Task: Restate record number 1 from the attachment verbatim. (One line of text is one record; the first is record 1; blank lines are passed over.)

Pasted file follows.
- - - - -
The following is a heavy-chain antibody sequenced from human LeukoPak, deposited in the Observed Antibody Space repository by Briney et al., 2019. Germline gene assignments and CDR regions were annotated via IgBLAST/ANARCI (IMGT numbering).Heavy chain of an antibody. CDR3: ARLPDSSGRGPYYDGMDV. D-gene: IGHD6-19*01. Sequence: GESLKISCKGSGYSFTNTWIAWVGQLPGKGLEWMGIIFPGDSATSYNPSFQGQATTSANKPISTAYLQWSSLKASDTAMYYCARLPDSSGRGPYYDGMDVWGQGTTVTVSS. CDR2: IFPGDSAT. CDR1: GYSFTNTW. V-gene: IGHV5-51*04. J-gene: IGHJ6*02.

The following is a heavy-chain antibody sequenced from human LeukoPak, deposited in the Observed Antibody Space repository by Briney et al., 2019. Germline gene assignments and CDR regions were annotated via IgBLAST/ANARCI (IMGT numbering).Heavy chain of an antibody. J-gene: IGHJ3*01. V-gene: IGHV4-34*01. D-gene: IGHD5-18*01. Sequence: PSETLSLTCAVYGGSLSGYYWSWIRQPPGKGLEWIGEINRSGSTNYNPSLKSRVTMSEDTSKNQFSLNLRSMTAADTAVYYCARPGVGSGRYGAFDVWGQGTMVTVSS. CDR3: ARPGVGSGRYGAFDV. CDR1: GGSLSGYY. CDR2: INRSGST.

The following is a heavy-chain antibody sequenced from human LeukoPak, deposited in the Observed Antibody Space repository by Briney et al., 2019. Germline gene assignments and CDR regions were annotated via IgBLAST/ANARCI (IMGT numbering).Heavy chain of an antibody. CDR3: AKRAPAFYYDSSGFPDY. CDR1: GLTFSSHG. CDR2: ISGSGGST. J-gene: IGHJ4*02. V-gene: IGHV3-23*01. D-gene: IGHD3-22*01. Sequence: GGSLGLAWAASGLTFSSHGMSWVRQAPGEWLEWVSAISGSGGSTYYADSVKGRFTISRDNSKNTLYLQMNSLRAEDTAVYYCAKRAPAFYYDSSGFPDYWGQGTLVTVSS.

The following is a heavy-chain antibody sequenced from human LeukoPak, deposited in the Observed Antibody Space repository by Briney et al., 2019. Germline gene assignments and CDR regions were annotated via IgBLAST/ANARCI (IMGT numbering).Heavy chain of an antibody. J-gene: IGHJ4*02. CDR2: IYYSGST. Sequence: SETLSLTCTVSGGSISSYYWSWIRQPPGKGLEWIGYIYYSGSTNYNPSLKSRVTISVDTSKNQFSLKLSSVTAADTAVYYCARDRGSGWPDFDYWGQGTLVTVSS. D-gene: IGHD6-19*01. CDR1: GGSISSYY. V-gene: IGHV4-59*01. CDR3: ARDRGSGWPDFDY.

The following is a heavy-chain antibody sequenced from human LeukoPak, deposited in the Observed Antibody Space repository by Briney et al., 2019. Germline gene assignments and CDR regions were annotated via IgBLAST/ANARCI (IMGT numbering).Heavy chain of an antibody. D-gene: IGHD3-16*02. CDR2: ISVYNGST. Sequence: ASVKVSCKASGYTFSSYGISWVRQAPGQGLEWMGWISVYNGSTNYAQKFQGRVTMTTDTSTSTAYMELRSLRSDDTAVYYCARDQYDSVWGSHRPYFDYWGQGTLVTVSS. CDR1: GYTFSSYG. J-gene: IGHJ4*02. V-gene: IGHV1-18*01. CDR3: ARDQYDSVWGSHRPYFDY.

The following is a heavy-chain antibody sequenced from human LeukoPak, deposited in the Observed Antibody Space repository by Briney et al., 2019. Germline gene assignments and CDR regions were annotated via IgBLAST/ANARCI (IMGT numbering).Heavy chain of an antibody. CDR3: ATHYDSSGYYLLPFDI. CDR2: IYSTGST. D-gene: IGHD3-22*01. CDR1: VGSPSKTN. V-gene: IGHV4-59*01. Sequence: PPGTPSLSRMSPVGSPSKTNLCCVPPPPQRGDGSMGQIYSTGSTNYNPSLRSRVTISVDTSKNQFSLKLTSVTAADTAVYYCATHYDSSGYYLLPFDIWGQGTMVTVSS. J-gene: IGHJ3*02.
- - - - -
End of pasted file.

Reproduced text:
The following is a heavy-chain antibody sequenced from human LeukoPak, deposited in the Observed Antibody Space repository by Briney et al., 2019. Germline gene assignments and CDR regions were annotated via IgBLAST/ANARCI (IMGT numbering).Heavy chain of an antibody. CDR3: ARLPDSSGRGPYYDGMDV. D-gene: IGHD6-19*01. Sequence: GESLKISCKGSGYSFTNTWIAWVGQLPGKGLEWMGIIFPGDSATSYNPSFQGQATTSANKPISTAYLQWSSLKASDTAMYYCARLPDSSGRGPYYDGMDVWGQGTTVTVSS. CDR2: IFPGDSAT. CDR1: GYSFTNTW. V-gene: IGHV5-51*04. J-gene: IGHJ6*02.